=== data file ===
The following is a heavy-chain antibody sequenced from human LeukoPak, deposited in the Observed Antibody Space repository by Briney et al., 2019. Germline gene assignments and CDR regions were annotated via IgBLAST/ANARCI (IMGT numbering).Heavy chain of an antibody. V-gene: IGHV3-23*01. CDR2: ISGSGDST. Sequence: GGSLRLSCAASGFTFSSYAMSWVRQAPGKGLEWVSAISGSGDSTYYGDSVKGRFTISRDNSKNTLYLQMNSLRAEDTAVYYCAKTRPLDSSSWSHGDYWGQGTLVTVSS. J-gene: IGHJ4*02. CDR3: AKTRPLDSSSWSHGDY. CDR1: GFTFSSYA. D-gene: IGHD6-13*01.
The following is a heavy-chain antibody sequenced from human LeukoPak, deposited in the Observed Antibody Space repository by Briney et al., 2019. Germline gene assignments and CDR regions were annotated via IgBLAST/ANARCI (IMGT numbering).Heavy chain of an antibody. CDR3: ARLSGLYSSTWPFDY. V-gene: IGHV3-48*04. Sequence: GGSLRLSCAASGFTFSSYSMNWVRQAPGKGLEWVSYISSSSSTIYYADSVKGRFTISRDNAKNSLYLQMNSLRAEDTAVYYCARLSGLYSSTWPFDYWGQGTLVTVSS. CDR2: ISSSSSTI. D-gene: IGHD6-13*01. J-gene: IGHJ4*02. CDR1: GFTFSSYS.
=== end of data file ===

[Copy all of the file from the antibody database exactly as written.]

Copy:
The following is a heavy-chain antibody sequenced from human LeukoPak, deposited in the Observed Antibody Space repository by Briney et al., 2019. Germline gene assignments and CDR regions were annotated via IgBLAST/ANARCI (IMGT numbering).Heavy chain of an antibody. V-gene: IGHV3-23*01. CDR2: ISGSGDST. Sequence: GGSLRLSCAASGFTFSSYAMSWVRQAPGKGLEWVSAISGSGDSTYYGDSVKGRFTISRDNSKNTLYLQMNSLRAEDTAVYYCAKTRPLDSSSWSHGDYWGQGTLVTVSS. J-gene: IGHJ4*02. CDR3: AKTRPLDSSSWSHGDY. CDR1: GFTFSSYA. D-gene: IGHD6-13*01.
The following is a heavy-chain antibody sequenced from human LeukoPak, deposited in the Observed Antibody Space repository by Briney et al., 2019. Germline gene assignments and CDR regions were annotated via IgBLAST/ANARCI (IMGT numbering).Heavy chain of an antibody. CDR3: ARLSGLYSSTWPFDY. V-gene: IGHV3-48*04. Sequence: GGSLRLSCAASGFTFSSYSMNWVRQAPGKGLEWVSYISSSSSTIYYADSVKGRFTISRDNAKNSLYLQMNSLRAEDTAVYYCARLSGLYSSTWPFDYWGQGTLVTVSS. CDR2: ISSSSSTI. D-gene: IGHD6-13*01. J-gene: IGHJ4*02. CDR1: GFTFSSYS.